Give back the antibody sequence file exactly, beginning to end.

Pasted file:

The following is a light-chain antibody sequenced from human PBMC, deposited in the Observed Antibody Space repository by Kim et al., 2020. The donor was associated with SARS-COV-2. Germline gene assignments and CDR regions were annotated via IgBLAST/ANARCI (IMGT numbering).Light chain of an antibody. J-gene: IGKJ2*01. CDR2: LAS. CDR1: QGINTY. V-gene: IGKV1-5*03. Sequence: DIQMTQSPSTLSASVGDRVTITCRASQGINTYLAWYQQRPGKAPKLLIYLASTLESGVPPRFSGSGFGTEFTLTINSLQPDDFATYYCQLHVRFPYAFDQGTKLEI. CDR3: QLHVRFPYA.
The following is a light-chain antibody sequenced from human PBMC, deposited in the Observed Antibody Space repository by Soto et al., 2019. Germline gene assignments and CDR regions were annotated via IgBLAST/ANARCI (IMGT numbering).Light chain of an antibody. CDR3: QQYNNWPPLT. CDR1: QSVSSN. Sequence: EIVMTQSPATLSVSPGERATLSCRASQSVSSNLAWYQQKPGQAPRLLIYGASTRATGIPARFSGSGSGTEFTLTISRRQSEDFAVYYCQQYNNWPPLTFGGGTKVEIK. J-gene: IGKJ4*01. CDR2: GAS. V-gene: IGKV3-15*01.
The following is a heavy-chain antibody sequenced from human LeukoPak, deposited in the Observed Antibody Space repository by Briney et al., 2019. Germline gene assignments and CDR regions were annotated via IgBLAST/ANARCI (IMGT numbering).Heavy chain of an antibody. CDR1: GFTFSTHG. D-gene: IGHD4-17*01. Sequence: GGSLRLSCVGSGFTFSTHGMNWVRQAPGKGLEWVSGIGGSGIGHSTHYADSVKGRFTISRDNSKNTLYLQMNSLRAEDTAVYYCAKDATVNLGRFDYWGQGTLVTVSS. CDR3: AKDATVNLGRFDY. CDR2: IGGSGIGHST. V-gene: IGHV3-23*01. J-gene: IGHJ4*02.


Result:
The following is a light-chain antibody sequenced from human PBMC, deposited in the Observed Antibody Space repository by Kim et al., 2020. The donor was associated with SARS-COV-2. Germline gene assignments and CDR regions were annotated via IgBLAST/ANARCI (IMGT numbering).Light chain of an antibody. J-gene: IGKJ2*01. CDR2: LAS. CDR1: QGINTY. V-gene: IGKV1-5*03. Sequence: DIQMTQSPSTLSASVGDRVTITCRASQGINTYLAWYQQRPGKAPKLLIYLASTLESGVPPRFSGSGFGTEFTLTINSLQPDDFATYYCQLHVRFPYAFDQGTKLEI. CDR3: QLHVRFPYA.
The following is a light-chain antibody sequenced from human PBMC, deposited in the Observed Antibody Space repository by Soto et al., 2019. Germline gene assignments and CDR regions were annotated via IgBLAST/ANARCI (IMGT numbering).Light chain of an antibody. CDR3: QQYNNWPPLT. CDR1: QSVSSN. Sequence: EIVMTQSPATLSVSPGERATLSCRASQSVSSNLAWYQQKPGQAPRLLIYGASTRATGIPARFSGSGSGTEFTLTISRRQSEDFAVYYCQQYNNWPPLTFGGGTKVEIK. J-gene: IGKJ4*01. CDR2: GAS. V-gene: IGKV3-15*01.
The following is a heavy-chain antibody sequenced from human LeukoPak, deposited in the Observed Antibody Space repository by Briney et al., 2019. Germline gene assignments and CDR regions were annotated via IgBLAST/ANARCI (IMGT numbering).Heavy chain of an antibody. CDR1: GFTFSTHG. D-gene: IGHD4-17*01. Sequence: GGSLRLSCVGSGFTFSTHGMNWVRQAPGKGLEWVSGIGGSGIGHSTHYADSVKGRFTISRDNSKNTLYLQMNSLRAEDTAVYYCAKDATVNLGRFDYWGQGTLVTVSS. CDR3: AKDATVNLGRFDY. CDR2: IGGSGIGHST. V-gene: IGHV3-23*01. J-gene: IGHJ4*02.